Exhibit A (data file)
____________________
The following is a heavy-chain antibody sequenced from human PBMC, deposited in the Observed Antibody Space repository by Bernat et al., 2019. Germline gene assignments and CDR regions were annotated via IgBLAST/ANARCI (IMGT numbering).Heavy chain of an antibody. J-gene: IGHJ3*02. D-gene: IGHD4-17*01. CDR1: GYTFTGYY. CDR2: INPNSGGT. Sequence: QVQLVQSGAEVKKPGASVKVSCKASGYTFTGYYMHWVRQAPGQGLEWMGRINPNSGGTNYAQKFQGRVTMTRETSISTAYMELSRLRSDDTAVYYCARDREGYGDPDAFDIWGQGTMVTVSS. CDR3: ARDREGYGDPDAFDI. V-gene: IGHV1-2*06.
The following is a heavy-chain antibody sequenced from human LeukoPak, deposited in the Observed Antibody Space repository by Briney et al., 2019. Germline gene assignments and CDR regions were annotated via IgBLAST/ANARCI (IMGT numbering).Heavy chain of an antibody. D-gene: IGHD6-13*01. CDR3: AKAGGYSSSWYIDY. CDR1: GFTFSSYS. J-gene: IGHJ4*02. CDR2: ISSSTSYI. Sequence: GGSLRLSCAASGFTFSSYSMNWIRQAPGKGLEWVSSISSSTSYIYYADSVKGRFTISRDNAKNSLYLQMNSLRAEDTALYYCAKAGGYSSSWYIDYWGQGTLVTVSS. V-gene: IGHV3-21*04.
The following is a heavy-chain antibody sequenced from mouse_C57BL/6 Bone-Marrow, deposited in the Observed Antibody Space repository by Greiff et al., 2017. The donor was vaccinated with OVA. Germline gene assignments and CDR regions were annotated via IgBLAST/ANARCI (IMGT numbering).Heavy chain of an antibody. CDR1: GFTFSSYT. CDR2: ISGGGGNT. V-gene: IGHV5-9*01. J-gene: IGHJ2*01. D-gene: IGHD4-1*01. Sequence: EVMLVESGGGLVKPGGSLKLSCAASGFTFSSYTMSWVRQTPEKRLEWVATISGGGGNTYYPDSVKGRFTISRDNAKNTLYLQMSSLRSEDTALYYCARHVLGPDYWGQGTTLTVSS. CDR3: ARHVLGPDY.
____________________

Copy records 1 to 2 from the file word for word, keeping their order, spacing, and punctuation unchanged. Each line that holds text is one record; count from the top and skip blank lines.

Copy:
The following is a heavy-chain antibody sequenced from human PBMC, deposited in the Observed Antibody Space repository by Bernat et al., 2019. Germline gene assignments and CDR regions were annotated via IgBLAST/ANARCI (IMGT numbering).Heavy chain of an antibody. J-gene: IGHJ3*02. D-gene: IGHD4-17*01. CDR1: GYTFTGYY. CDR2: INPNSGGT. Sequence: QVQLVQSGAEVKKPGASVKVSCKASGYTFTGYYMHWVRQAPGQGLEWMGRINPNSGGTNYAQKFQGRVTMTRETSISTAYMELSRLRSDDTAVYYCARDREGYGDPDAFDIWGQGTMVTVSS. CDR3: ARDREGYGDPDAFDI. V-gene: IGHV1-2*06.
The following is a heavy-chain antibody sequenced from human LeukoPak, deposited in the Observed Antibody Space repository by Briney et al., 2019. Germline gene assignments and CDR regions were annotated via IgBLAST/ANARCI (IMGT numbering).Heavy chain of an antibody. D-gene: IGHD6-13*01. CDR3: AKAGGYSSSWYIDY. CDR1: GFTFSSYS. J-gene: IGHJ4*02. CDR2: ISSSTSYI. Sequence: GGSLRLSCAASGFTFSSYSMNWIRQAPGKGLEWVSSISSSTSYIYYADSVKGRFTISRDNAKNSLYLQMNSLRAEDTALYYCAKAGGYSSSWYIDYWGQGTLVTVSS. V-gene: IGHV3-21*04.